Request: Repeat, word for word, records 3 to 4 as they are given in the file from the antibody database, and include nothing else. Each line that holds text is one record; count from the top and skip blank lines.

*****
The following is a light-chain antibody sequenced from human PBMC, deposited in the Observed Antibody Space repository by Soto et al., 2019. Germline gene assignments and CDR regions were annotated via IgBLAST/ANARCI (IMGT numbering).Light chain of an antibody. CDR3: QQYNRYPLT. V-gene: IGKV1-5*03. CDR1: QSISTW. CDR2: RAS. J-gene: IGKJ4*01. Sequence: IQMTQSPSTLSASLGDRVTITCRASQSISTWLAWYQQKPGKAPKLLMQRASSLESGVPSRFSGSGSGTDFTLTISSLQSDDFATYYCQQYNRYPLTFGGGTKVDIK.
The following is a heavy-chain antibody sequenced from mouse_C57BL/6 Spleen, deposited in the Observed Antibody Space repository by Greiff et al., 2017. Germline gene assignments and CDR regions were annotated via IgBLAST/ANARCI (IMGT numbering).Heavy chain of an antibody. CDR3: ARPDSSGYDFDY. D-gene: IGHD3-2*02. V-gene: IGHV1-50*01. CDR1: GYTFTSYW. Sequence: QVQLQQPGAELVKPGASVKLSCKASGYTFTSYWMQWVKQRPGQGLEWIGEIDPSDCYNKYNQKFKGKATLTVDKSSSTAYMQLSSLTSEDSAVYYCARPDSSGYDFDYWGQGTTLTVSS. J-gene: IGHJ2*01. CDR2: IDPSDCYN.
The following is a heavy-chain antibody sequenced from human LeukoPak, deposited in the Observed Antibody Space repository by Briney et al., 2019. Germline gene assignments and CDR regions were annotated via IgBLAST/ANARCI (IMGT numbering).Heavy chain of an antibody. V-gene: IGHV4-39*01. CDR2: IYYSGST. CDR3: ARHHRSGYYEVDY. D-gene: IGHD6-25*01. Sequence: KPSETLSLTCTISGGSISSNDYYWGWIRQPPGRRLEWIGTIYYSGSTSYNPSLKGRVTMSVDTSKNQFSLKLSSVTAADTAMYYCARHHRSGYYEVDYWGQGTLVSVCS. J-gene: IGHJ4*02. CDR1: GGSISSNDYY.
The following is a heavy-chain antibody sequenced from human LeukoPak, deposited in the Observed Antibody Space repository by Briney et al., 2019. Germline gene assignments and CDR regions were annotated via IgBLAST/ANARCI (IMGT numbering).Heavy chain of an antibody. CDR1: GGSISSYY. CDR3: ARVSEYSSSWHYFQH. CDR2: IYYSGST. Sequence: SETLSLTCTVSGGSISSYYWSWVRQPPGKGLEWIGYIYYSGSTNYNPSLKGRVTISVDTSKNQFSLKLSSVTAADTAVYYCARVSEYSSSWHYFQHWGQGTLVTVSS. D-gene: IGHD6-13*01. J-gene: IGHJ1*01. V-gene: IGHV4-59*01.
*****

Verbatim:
The following is a heavy-chain antibody sequenced from human LeukoPak, deposited in the Observed Antibody Space repository by Briney et al., 2019. Germline gene assignments and CDR regions were annotated via IgBLAST/ANARCI (IMGT numbering).Heavy chain of an antibody. V-gene: IGHV4-39*01. CDR2: IYYSGST. CDR3: ARHHRSGYYEVDY. D-gene: IGHD6-25*01. Sequence: KPSETLSLTCTISGGSISSNDYYWGWIRQPPGRRLEWIGTIYYSGSTSYNPSLKGRVTMSVDTSKNQFSLKLSSVTAADTAMYYCARHHRSGYYEVDYWGQGTLVSVCS. J-gene: IGHJ4*02. CDR1: GGSISSNDYY.
The following is a heavy-chain antibody sequenced from human LeukoPak, deposited in the Observed Antibody Space repository by Briney et al., 2019. Germline gene assignments and CDR regions were annotated via IgBLAST/ANARCI (IMGT numbering).Heavy chain of an antibody. CDR1: GGSISSYY. CDR3: ARVSEYSSSWHYFQH. CDR2: IYYSGST. Sequence: SETLSLTCTVSGGSISSYYWSWVRQPPGKGLEWIGYIYYSGSTNYNPSLKGRVTISVDTSKNQFSLKLSSVTAADTAVYYCARVSEYSSSWHYFQHWGQGTLVTVSS. D-gene: IGHD6-13*01. J-gene: IGHJ1*01. V-gene: IGHV4-59*01.